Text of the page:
"I like to eat at the restaurants of my colleague chefs"



What made you want to become a chef?
When I was a child I wanted to become a mason and when I had told this to my grandmother she responded that being a cook is much better solution because this way I will never be hungry and will never be cold. Her answer was not surprising because she survived the war and had a tough life so this is when I decided I will become a chef.

Who has influenced your cooking style or your philosophy on food?
People that were the most influential on my cooking are Elena Arzak, Alain Ducasse and Hiroyoshi Ishida.

What inspires you or where do you get your inspiration from?
Great and fresh ingredients inspire me the most. With those and my knowledge of food I try to make the best dishes I can.

What is your favourite method of cookery or preparation?
Ingredients have a much bigger meaning for me than the methods of cooking. I use only those methods that don’t affect the basic taste of ingredient but enhance it.
What is your favourite ingredient?
Meat, fresh seafood and fresh vegetables.
What is your favourite kitchen tool?
In my kitchen I have a lot of kitchen tools, with most of them I can not imagine working in my kitchen. A few of them are copper cookware, Japanese knives, Kitchen Aid, Paco jet, Thermomix, Vacuum sealer.
What is your favourite section in the kitchen to work on during your apprenticeship?
My favourite kitchen section is on the main station, where the main dishes are being cooked.
Where you like to eat out?
I like to eat at the restaurants of my colleague chefs.
What would you like to see change with the cook schools?
I would like to see that students had more practical learning in the kitchens. At least this is for Slovenia.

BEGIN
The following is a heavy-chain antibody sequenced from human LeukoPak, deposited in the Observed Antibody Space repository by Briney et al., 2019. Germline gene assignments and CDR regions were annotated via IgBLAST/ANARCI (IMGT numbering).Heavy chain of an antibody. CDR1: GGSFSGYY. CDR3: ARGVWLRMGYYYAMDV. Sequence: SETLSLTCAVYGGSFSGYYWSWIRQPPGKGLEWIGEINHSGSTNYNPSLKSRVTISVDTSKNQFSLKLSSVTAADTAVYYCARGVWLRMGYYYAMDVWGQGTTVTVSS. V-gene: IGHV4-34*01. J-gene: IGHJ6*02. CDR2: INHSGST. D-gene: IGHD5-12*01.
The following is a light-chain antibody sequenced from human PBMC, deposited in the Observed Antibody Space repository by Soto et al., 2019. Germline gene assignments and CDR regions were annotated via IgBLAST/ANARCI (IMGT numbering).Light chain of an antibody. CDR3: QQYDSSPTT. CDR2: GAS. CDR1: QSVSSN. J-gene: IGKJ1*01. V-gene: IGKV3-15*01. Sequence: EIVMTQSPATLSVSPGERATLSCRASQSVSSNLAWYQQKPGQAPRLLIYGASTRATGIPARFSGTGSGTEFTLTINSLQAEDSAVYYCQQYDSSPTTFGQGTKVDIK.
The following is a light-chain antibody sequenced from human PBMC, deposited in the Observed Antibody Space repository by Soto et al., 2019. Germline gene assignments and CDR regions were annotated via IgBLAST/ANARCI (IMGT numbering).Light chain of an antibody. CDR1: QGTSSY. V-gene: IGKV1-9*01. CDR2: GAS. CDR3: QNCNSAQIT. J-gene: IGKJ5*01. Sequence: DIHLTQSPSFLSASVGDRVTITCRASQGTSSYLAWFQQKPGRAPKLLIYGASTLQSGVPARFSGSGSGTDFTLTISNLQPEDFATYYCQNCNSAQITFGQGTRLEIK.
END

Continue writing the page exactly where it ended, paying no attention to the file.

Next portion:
Your advice to young chefs?
My biggest advice is that they should just keep on working in the kitchens, keep their heads down and insist to improve every day. Becoming a good chef needs a lot of time. Cooking has to be their lifestyle and not just a job. 

What do you look for when hiring staff?
They have to love what they do, they have to learn every day and also have to be able to work as part of the team.

What would you like to see change in the industry?
Last years there has been a big advance in culinary industry and I just want and hope, that it gains on quality and new inovations more and more.
How do you deal with awkward guests?
For me, every guest is the same and I try to offer the best produce we can offer to every guest that comes in my restaurant.

What is your first memory of food that blew your mind?
The culinary experience that blew my mind was dining at Heston Blumenthals. Just amazing.

What is your favourite escape to relax?
I don’t have a lot of time so there is not any time to relax.

What drives your ambition?
The biggest drive for me is my wish that every single dish on my menu was so good that I would be 100% happy with it.

What is your signature dish?
My signature dish I am most proud of is Ravioli filled with pistachio and cottage cheese with veal sauce, “burned cream”, roasted pear puree, foie gras and liquorice foam.

How do you motivate your team?
I try to incorporate their opinion in creating dishes and I also allow and even encourage them to create their own.

How do you think restaurants should be rated?
The most important factor of rating the restaurants is that those that rate the dishes understand food and everything about it, also the deeper meaning of the dish. They have to understand what the chef wanted to tell with the dish.

If you had to build the best kitchen team who would be in your kitchen all stars?
It would consist of Elena Arzak, Nadia Santini, Ana Roš and Heinz Beck.